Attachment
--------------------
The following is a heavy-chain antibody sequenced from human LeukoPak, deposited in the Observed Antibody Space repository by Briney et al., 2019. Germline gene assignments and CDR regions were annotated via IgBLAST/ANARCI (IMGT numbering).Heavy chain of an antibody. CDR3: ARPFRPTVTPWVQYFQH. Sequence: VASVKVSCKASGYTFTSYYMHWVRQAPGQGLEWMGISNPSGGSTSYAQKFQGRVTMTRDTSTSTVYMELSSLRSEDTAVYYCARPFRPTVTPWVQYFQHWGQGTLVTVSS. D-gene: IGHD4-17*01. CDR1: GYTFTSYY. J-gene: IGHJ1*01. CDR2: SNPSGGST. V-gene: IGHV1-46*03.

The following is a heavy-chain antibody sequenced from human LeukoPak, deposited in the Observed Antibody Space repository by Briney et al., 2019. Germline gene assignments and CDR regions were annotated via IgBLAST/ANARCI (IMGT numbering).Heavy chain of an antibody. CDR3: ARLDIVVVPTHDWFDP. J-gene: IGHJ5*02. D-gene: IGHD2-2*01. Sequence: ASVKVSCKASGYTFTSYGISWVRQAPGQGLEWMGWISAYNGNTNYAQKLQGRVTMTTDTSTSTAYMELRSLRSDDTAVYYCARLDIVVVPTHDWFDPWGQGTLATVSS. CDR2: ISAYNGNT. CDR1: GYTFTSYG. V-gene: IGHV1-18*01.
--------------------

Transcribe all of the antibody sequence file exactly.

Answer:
The following is a heavy-chain antibody sequenced from human LeukoPak, deposited in the Observed Antibody Space repository by Briney et al., 2019. Germline gene assignments and CDR regions were annotated via IgBLAST/ANARCI (IMGT numbering).Heavy chain of an antibody. CDR3: ARPFRPTVTPWVQYFQH. Sequence: VASVKVSCKASGYTFTSYYMHWVRQAPGQGLEWMGISNPSGGSTSYAQKFQGRVTMTRDTSTSTVYMELSSLRSEDTAVYYCARPFRPTVTPWVQYFQHWGQGTLVTVSS. D-gene: IGHD4-17*01. CDR1: GYTFTSYY. J-gene: IGHJ1*01. CDR2: SNPSGGST. V-gene: IGHV1-46*03.

The following is a heavy-chain antibody sequenced from human LeukoPak, deposited in the Observed Antibody Space repository by Briney et al., 2019. Germline gene assignments and CDR regions were annotated via IgBLAST/ANARCI (IMGT numbering).Heavy chain of an antibody. CDR3: ARLDIVVVPTHDWFDP. J-gene: IGHJ5*02. D-gene: IGHD2-2*01. Sequence: ASVKVSCKASGYTFTSYGISWVRQAPGQGLEWMGWISAYNGNTNYAQKLQGRVTMTTDTSTSTAYMELRSLRSDDTAVYYCARLDIVVVPTHDWFDPWGQGTLATVSS. CDR2: ISAYNGNT. CDR1: GYTFTSYG. V-gene: IGHV1-18*01.